Grow a Second Crop of Green Beans
In Southern California we are lucky enough to grow a fall crop of beans. With warm days still ahead the beans will sprout and grow quickly. Bush beans are your best bet, with shorter days to harvest than pole beans you should be able to harvest in just 45-50 days. Check your seed packet for harvesting information.
There are three types of bush beans, snap beans (eat the pod & all), shelling beans (eat the beans inside the pod like peas) or dried beans. Dried beans you’ll want to leave on the plant until everything has dried up, pick the dried pods and put into a grocery bag. You can knock the bag around to remove the shell or pull the dried pod away from the beans. I like to freeze the beans for 24 hours to kill any pests that may have hitched a ride. Then store in a glass jar or other container in your pantry, away from heat and light. When you’re ready to use them, treat them like any other dried bean (that’s another story….)
Most bush beans don’t need to be trellised, and they produce most of their crop all at once. For a great harvest and good use of space, plant Square Foot Gardening style, 9 plants to a square foot.
To get the best crop inoculate your bean seeds before planting. Beans, peas and all legumes ‘fix’ nitrogen into the soil. The inoculant, Rhizobium leguminosarum, is a nitrogen fixing bacteria. These bacteria “infect” the legumes growing in the soil and cause the legumes to form the nitrogen fixing nodules that make peas and beans bombshells.
You should be able to find the inoculant at any garden center or nursery. It can also be ordered from www.groworganic.com (Peaceful Valley Farm Supply).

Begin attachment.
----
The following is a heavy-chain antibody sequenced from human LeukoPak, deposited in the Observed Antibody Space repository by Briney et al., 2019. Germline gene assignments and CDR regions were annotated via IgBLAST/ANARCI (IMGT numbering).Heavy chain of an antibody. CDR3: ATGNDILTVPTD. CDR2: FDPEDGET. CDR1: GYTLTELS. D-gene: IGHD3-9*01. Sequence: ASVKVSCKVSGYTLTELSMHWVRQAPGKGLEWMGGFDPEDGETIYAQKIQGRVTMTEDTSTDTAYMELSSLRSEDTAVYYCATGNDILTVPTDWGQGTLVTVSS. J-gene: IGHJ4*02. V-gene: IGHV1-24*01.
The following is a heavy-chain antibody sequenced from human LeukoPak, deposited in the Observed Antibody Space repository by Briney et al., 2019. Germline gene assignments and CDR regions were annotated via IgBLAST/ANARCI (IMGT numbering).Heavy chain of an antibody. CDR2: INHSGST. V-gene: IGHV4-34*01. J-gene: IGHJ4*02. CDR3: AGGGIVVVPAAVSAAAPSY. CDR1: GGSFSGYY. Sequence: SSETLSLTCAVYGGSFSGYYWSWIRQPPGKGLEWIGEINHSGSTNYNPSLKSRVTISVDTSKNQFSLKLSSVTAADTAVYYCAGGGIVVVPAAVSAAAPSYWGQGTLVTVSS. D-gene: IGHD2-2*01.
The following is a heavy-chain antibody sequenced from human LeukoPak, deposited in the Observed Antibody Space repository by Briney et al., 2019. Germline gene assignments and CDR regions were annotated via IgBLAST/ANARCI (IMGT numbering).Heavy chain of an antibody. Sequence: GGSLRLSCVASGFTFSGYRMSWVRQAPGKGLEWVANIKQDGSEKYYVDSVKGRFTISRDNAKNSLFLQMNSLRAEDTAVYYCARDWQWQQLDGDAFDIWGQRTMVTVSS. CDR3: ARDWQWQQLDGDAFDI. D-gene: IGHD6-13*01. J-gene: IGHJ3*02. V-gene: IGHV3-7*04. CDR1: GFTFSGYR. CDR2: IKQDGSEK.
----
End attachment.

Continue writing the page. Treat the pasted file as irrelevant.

While you are digging the holes for the seed, soak the seeds in water for about ½ hour. Dig your hole and sprinkle a generous helping of inoculant into the hole. Water and then plant your seeds. They’ll take up to 10 days to sprout, don’t overwater while you are waiting for them to poke up from the ground, overwatering can cause the seed to rot before it sprouts. Watch out for birds as well, they love seeds! I like to cover my bed with a floating row cover until the seeds are up and have several sets of leaves.
Give the plants 2 – 3” of water a week and you can side dress with a little compost. I mulch my beds with straw to help keep water evaporation down and to keep weeds from sprouting.
Plant companion plants near beans for the best growing bed, they like to grow near beets, cucumber, nasturtiums, peas and radish.
Watch for pests such as a cucumber beetle, bean beetle or weevil. I planted my beans near basil which is usually a good pest deterrent but this year those white butterflies (which are really cabbage moths) laid eggs on the basil and the little worms devoured my newly sprouted beans. So I planted a new round because I love green beans, especially in the fall. I freeze some for soups when winter comes and hopefully have enough until next spring when I can get some more in the ground.
Here’s an easy side dish recipe for you to try.
Green Beans with Smoked Bacon & Caramelized Shallots
* To blanch green beans: Fill a large bowl with ice and cold water leaving room for green beans. Bring a large saucepan full of water to a boil and add green beans and a good helping of salt, cook for 1-2 minutes, drain the beans and plunge them into the bowl of ice water. Let them cool, drain and dry well.
- 2 pounds haricots verts (thin green beans), trimmed, blanched and dried well*
- ½ pound applewood smoked bacon
- 3 large shallots, quartered
- 2 tablespoon olive oil
- 2 tablespoons red wine or balsamic vinegar
- Sea salt & freshly ground black pepper
Cook bacon until crisp. Remove with a slotted spoon, and drain on paper towels, reserving 2 Tbsp. drippings in skillet.
Add olive oil to the pan with the bacon drippings then add the quartered shallots and sauté until browned. Add the vinegar, stir well, then add the green beans and toss until coated with oil, cook for another minute then season with salt and pepper and toss with bacon, serve hot.